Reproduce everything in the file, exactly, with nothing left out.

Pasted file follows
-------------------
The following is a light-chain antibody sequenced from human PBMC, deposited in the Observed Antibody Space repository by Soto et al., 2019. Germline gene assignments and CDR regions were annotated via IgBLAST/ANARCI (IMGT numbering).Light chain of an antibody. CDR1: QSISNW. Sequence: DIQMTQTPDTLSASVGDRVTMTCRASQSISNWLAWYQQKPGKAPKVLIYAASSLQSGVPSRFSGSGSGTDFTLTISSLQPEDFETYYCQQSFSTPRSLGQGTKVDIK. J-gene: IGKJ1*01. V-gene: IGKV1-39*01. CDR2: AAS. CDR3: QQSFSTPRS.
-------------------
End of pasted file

The following is a light-chain antibody sequenced from human PBMC, deposited in the Observed Antibody Space repository by Soto et al., 2019. Germline gene assignments and CDR regions were annotated via IgBLAST/ANARCI (IMGT numbering).Light chain of an antibody. CDR1: QSISNW. Sequence: DIQMTQTPDTLSASVGDRVTMTCRASQSISNWLAWYQQKPGKAPKVLIYAASSLQSGVPSRFSGSGSGTDFTLTISSLQPEDFETYYCQQSFSTPRSLGQGTKVDIK. J-gene: IGKJ1*01. V-gene: IGKV1-39*01. CDR2: AAS. CDR3: QQSFSTPRS.